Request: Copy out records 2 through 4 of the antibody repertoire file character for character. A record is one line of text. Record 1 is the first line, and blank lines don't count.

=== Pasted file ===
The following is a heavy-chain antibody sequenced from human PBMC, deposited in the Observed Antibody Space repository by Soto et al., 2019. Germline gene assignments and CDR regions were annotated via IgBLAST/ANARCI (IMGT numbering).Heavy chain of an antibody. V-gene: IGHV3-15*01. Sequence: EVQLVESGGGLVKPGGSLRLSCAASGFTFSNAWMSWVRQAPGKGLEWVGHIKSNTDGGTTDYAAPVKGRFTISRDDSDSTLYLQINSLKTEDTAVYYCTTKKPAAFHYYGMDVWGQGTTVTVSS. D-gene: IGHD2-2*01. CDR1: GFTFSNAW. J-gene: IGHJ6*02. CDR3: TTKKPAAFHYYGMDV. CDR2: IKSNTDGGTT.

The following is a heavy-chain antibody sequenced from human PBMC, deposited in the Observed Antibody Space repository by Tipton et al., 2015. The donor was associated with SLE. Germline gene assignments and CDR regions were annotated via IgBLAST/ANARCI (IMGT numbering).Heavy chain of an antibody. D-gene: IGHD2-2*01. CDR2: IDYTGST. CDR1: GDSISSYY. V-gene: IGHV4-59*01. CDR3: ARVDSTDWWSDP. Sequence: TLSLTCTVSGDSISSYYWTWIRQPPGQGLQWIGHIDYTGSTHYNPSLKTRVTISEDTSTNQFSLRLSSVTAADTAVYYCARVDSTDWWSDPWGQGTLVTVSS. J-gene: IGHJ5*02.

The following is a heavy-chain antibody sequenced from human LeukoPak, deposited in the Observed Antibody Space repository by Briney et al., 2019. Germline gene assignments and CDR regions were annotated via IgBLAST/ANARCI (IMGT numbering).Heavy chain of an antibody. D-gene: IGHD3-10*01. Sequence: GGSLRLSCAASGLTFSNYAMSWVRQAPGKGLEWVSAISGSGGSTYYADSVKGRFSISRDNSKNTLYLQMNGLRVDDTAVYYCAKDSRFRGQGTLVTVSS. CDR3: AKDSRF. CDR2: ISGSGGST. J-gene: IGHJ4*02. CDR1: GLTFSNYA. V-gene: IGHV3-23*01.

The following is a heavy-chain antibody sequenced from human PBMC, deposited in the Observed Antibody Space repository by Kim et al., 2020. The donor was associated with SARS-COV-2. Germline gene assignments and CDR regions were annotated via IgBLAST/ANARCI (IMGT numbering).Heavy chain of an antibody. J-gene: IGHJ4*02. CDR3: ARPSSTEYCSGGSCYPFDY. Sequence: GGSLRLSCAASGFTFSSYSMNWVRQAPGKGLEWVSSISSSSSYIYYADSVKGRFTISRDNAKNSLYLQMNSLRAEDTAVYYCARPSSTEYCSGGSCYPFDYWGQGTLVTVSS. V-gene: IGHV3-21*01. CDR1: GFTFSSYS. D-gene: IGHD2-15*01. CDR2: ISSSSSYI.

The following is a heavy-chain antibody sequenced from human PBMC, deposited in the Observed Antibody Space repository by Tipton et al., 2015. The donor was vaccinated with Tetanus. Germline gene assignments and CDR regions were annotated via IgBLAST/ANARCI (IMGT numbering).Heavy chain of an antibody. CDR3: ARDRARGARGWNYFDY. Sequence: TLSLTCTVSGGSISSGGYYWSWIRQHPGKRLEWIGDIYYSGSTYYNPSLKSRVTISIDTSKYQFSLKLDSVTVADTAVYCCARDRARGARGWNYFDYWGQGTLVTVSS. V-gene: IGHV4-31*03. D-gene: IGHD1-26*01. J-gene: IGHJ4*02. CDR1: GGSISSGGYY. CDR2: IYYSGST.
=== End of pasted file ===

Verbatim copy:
The following is a heavy-chain antibody sequenced from human PBMC, deposited in the Observed Antibody Space repository by Tipton et al., 2015. The donor was associated with SLE. Germline gene assignments and CDR regions were annotated via IgBLAST/ANARCI (IMGT numbering).Heavy chain of an antibody. D-gene: IGHD2-2*01. CDR2: IDYTGST. CDR1: GDSISSYY. V-gene: IGHV4-59*01. CDR3: ARVDSTDWWSDP. Sequence: TLSLTCTVSGDSISSYYWTWIRQPPGQGLQWIGHIDYTGSTHYNPSLKTRVTISEDTSTNQFSLRLSSVTAADTAVYYCARVDSTDWWSDPWGQGTLVTVSS. J-gene: IGHJ5*02.

The following is a heavy-chain antibody sequenced from human LeukoPak, deposited in the Observed Antibody Space repository by Briney et al., 2019. Germline gene assignments and CDR regions were annotated via IgBLAST/ANARCI (IMGT numbering).Heavy chain of an antibody. D-gene: IGHD3-10*01. Sequence: GGSLRLSCAASGLTFSNYAMSWVRQAPGKGLEWVSAISGSGGSTYYADSVKGRFSISRDNSKNTLYLQMNGLRVDDTAVYYCAKDSRFRGQGTLVTVSS. CDR3: AKDSRF. CDR2: ISGSGGST. J-gene: IGHJ4*02. CDR1: GLTFSNYA. V-gene: IGHV3-23*01.

The following is a heavy-chain antibody sequenced from human PBMC, deposited in the Observed Antibody Space repository by Kim et al., 2020. The donor was associated with SARS-COV-2. Germline gene assignments and CDR regions were annotated via IgBLAST/ANARCI (IMGT numbering).Heavy chain of an antibody. J-gene: IGHJ4*02. CDR3: ARPSSTEYCSGGSCYPFDY. Sequence: GGSLRLSCAASGFTFSSYSMNWVRQAPGKGLEWVSSISSSSSYIYYADSVKGRFTISRDNAKNSLYLQMNSLRAEDTAVYYCARPSSTEYCSGGSCYPFDYWGQGTLVTVSS. V-gene: IGHV3-21*01. CDR1: GFTFSSYS. D-gene: IGHD2-15*01. CDR2: ISSSSSYI.